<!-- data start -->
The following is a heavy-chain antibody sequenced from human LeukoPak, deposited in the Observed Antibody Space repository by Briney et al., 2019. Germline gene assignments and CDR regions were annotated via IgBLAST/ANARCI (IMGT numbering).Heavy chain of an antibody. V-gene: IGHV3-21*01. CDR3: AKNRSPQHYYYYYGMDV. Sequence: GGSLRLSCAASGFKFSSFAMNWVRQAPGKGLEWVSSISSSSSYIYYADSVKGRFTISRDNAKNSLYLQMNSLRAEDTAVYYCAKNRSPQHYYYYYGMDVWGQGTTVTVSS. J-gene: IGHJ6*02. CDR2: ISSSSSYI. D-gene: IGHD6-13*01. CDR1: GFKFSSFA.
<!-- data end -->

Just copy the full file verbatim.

The following is a heavy-chain antibody sequenced from human LeukoPak, deposited in the Observed Antibody Space repository by Briney et al., 2019. Germline gene assignments and CDR regions were annotated via IgBLAST/ANARCI (IMGT numbering).Heavy chain of an antibody. V-gene: IGHV3-21*01. CDR3: AKNRSPQHYYYYYGMDV. Sequence: GGSLRLSCAASGFKFSSFAMNWVRQAPGKGLEWVSSISSSSSYIYYADSVKGRFTISRDNAKNSLYLQMNSLRAEDTAVYYCAKNRSPQHYYYYYGMDVWGQGTTVTVSS. J-gene: IGHJ6*02. CDR2: ISSSSSYI. D-gene: IGHD6-13*01. CDR1: GFKFSSFA.